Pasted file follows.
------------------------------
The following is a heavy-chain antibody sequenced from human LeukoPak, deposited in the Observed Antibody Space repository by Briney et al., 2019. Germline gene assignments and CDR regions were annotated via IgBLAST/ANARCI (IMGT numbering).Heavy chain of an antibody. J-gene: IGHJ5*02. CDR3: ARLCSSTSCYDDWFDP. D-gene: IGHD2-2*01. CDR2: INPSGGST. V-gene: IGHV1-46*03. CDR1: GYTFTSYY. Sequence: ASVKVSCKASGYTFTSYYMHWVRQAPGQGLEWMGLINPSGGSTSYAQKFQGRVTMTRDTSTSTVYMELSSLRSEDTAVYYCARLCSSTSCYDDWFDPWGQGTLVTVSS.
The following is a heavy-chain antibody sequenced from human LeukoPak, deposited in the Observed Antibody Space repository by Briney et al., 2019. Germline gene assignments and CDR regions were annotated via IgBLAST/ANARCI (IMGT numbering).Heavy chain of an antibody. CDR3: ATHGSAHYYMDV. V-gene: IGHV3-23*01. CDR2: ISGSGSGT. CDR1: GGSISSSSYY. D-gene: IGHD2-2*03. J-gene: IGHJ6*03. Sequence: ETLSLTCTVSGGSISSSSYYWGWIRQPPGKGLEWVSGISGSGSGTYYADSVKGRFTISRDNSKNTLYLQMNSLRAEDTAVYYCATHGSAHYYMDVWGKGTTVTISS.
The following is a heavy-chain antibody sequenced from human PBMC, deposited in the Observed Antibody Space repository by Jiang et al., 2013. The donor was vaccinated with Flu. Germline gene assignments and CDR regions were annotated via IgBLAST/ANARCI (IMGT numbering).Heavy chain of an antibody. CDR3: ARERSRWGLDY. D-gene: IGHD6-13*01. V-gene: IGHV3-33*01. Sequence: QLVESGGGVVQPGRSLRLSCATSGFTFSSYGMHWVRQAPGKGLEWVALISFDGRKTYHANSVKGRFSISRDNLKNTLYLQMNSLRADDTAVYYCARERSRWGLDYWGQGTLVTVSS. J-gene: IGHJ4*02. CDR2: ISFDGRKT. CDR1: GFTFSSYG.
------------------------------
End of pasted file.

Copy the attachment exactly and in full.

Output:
The following is a heavy-chain antibody sequenced from human LeukoPak, deposited in the Observed Antibody Space repository by Briney et al., 2019. Germline gene assignments and CDR regions were annotated via IgBLAST/ANARCI (IMGT numbering).Heavy chain of an antibody. J-gene: IGHJ5*02. CDR3: ARLCSSTSCYDDWFDP. D-gene: IGHD2-2*01. CDR2: INPSGGST. V-gene: IGHV1-46*03. CDR1: GYTFTSYY. Sequence: ASVKVSCKASGYTFTSYYMHWVRQAPGQGLEWMGLINPSGGSTSYAQKFQGRVTMTRDTSTSTVYMELSSLRSEDTAVYYCARLCSSTSCYDDWFDPWGQGTLVTVSS.
The following is a heavy-chain antibody sequenced from human LeukoPak, deposited in the Observed Antibody Space repository by Briney et al., 2019. Germline gene assignments and CDR regions were annotated via IgBLAST/ANARCI (IMGT numbering).Heavy chain of an antibody. CDR3: ATHGSAHYYMDV. V-gene: IGHV3-23*01. CDR2: ISGSGSGT. CDR1: GGSISSSSYY. D-gene: IGHD2-2*03. J-gene: IGHJ6*03. Sequence: ETLSLTCTVSGGSISSSSYYWGWIRQPPGKGLEWVSGISGSGSGTYYADSVKGRFTISRDNSKNTLYLQMNSLRAEDTAVYYCATHGSAHYYMDVWGKGTTVTISS.
The following is a heavy-chain antibody sequenced from human PBMC, deposited in the Observed Antibody Space repository by Jiang et al., 2013. The donor was vaccinated with Flu. Germline gene assignments and CDR regions were annotated via IgBLAST/ANARCI (IMGT numbering).Heavy chain of an antibody. CDR3: ARERSRWGLDY. D-gene: IGHD6-13*01. V-gene: IGHV3-33*01. Sequence: QLVESGGGVVQPGRSLRLSCATSGFTFSSYGMHWVRQAPGKGLEWVALISFDGRKTYHANSVKGRFSISRDNLKNTLYLQMNSLRADDTAVYYCARERSRWGLDYWGQGTLVTVSS. J-gene: IGHJ4*02. CDR2: ISFDGRKT. CDR1: GFTFSSYG.